It would be a shame if you couldn't develop a relationship with him sad

firesidechat Sat 03-Aug-13 08:27:49

I don't think that you can necessarily be close to or get on well with people just because they are family, however you can still love them.

I have two siblings and I'm definitely closer to one more than the other because of the age differences involved and because of our relative circumstances. I still love them and would probably help out if asked. But that would also depend on what they needed.

I don't know what you asked of your brother, but it does come across that you perhaps have slightly unreasonable expectations of what a sibling relationship should be. Once you are a grown up you change and start leading a life that is naturally separate from parents and siblings.

As for the fighting as children thing. Most children fight and bicker with their brothers and sisters. It's normal. My husband and one of his siblings fought like cats and dogs, but they are close and certainly love each other. They loved each other as children too.

Just as an aside, my siblings and I don't actually tell each other that we love them and it's one of those unsaid, implied things. Perhaps love is what you do rather than what you say.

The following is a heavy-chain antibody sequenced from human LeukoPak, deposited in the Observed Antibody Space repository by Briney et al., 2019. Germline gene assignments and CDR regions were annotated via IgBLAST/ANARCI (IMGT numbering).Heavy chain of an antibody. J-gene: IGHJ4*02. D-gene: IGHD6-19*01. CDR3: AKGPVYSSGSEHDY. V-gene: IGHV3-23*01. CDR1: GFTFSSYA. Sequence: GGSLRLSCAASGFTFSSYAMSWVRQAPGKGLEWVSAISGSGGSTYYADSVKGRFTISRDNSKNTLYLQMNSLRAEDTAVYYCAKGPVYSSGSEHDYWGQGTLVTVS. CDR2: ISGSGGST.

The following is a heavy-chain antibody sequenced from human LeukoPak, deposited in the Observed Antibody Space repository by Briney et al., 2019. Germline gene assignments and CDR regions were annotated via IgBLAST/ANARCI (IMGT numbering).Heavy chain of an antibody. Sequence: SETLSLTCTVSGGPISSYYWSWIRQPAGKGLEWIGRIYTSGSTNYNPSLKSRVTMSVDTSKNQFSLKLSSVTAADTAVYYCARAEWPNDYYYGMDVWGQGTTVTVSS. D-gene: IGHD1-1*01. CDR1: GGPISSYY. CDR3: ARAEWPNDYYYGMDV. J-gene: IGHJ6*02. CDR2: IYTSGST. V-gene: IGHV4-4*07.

ImTooHecsyForYourParty Sat 03-Aug-13 08:28:34

I don't think you're cold at all.
He's your brother through an accident of birth.
It is a persons ACTIONS that demonstrate how they feel.
His actions as you describe them show someone who has never behaved in a loving or caring way. Saying the words I love you while never ever being there in any way or showing that he gives a damn about you isn't love, its lip service.

Its easy to say I love you.

I love you.
I love you, and you, and you over there.

It meand sweet fa if my actionx show my words are empty.

tanfastic Sat 03-Aug-13 08:28:39

I have a sister and I do love her but I don't like her a lot of the time. We are chalk and cheese and she has opinions and views that are completely at odds with mine. We never ring each other except maybe the odd call at Xmas, she hardly ever acknowledges me on Facebook even though she converses with the rest of the family etc etc. however I do love her as she is my sister. I can't explain it. I'd be devastated if anything happened to her.

I do hear what you are saying though op.

KirjavaTheCat Sat 03-Aug-13 08:31:13

Yanbu. Family love doesn't have to be unconditional. My parents could die tomorrow and I wouldn't shed a single tear. That doesn't make me cold, there's no love. Just indifference (which is an achievement, because I no longer loathe them).

If you don't know someone, how can you love them? He didn't want to be a part of your life and has made it clear in a number of (actually cold, uncaring) ways, there's no reason for you to keep up the pretenses he is, there's no obligation on your part.

jamdonut Sat 03-Aug-13 08:58:17

I have a sister 8 and a half years younger than me. We never "got on" because of the age difference, and I was expected to look after her a lot when I was in my teens,and it caused a lot of resentment (on my part), but,hey! she was my little sister.